Recap of This Week's Coverage of the Cassidy-Collins Patient Freedom Act

"Some Republicans Wary of Repealing ACA Without Replacement Plan"
Wall Street Journal | Louise Radnofsky and Siobhan Hughes
“Senate Republicans’ narrow margin of power creates plenty of questions for leaders tasked with steering through the party’s repeal of the 2010 Affordable Care Act. High on the list: What does Susan Collins want?”

“Sen. Collins, a Maine Republican, will answer that question publicly Monday when she introduces a bill with Louisiana Republican Sen. Bill Cassidy aimed at breaking the party’s logjam over the repeal of the Affordable Care Act with a measure turning over the biggest decisions over the law’s future to the states.”

“Ms. Collins has been one of several senators wary of proceeding with repeal of the law until her party coalesces around a single replacement plan and a quick timetable for implementing it. Her instinct is shared by lawmakers in states with particularly fragile insurance markets like Tennessee and Alaska…”

"Sen. Collins’ plan for replacing Affordable Care Act holds seeds for compromise"
Portland Press Herald | Joe Lawlor 

“Health policy analysts say an Affordable Care Act replacement plan introduced by Maine Sen. Susan Collins this week could contain the seeds for a deal that would bridge the gap between the extensive benefits required under the ACA and skimpier proposals previously offered by congressional Republicans…”

“...Under Collins’ bill, the government would deposit taxpayer money into accounts of previously uninsured individuals – an undisclosed amount but expected to be several thousand dollars a year – and that money could be used to pay for a standard high-deductible plan or to help purchase more comprehensive coverage. Everyone who was previously uninsured and can’t get coverage from an employer or Medicare would automatically be enrolled in the standard health plan, with an HSA set up for them that would contain taxpayer-funded money they could use to pay for health care.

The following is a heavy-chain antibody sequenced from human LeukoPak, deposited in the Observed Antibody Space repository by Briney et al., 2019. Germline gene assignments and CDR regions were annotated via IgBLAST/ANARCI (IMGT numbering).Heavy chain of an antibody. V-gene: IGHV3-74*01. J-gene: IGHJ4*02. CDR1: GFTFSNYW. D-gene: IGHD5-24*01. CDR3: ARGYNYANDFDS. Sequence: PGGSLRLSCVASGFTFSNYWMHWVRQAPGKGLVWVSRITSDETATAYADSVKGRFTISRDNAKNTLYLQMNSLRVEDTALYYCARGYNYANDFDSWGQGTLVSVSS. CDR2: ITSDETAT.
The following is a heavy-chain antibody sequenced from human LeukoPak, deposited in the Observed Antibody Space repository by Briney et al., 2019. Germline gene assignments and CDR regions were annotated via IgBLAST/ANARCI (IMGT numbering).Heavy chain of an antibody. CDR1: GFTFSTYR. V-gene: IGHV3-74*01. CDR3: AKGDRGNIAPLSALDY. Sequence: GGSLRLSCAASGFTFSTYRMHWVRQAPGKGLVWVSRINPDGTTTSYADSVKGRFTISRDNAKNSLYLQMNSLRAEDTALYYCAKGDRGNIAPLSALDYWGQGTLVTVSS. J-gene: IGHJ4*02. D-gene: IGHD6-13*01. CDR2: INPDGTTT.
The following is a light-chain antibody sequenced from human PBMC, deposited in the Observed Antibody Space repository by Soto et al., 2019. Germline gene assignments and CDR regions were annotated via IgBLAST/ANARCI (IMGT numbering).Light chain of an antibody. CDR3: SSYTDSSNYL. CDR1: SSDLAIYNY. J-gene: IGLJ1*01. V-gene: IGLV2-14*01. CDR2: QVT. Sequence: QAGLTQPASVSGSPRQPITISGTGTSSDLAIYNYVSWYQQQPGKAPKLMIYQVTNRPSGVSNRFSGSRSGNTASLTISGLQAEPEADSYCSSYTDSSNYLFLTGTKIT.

“Individuals would receive the taxpayer-funded deposits if they earned up to $90,000, or $150,000 for a married couple. After the income thresholds are reached, the assistance would be gradually reduced.

“Though the standard plan and other plans purchased through the Patient Freedom Act would not be required to cover everything that’s currently mandated by the Affordable Care Act, many of the ACA’s provisions would remain.

“For instance, the Patient Freedom Act mandates that most plans – even those purchased with HSA money – must carry the same preventive services as the ACA at little or no cost to patients.

“So the plans would still offer free colonoscopies, mammograms, immunizations, annual checkups, birth control, tests for a variety of diseases such as diabetes, hepatitis A and B, and sexually transmitted diseases, tobacco cessation programs and other mandated, preventive services.

“Also, the HSA-purchased plans, like the Affordable Care Act, must include mental health and substance use disorder services. The plans also would have a prescription benefit…”

“Is an Obamacare solution already staring Congress in the face?”
Christian Science Monitor | Francine Kiefer